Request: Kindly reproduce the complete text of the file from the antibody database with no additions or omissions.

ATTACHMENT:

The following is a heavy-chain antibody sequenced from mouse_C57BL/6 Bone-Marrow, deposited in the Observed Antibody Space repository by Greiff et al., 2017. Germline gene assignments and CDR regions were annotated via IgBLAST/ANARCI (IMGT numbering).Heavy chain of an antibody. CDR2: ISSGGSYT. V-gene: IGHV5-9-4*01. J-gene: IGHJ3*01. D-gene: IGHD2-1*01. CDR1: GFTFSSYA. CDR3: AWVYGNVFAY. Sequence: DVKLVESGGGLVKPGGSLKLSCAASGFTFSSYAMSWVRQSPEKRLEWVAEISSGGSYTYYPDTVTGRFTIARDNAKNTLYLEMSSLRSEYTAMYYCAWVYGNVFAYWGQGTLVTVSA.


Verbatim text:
The following is a heavy-chain antibody sequenced from mouse_C57BL/6 Bone-Marrow, deposited in the Observed Antibody Space repository by Greiff et al., 2017. Germline gene assignments and CDR regions were annotated via IgBLAST/ANARCI (IMGT numbering).Heavy chain of an antibody. CDR2: ISSGGSYT. V-gene: IGHV5-9-4*01. J-gene: IGHJ3*01. D-gene: IGHD2-1*01. CDR1: GFTFSSYA. CDR3: AWVYGNVFAY. Sequence: DVKLVESGGGLVKPGGSLKLSCAASGFTFSSYAMSWVRQSPEKRLEWVAEISSGGSYTYYPDTVTGRFTIARDNAKNTLYLEMSSLRSEYTAMYYCAWVYGNVFAYWGQGTLVTVSA.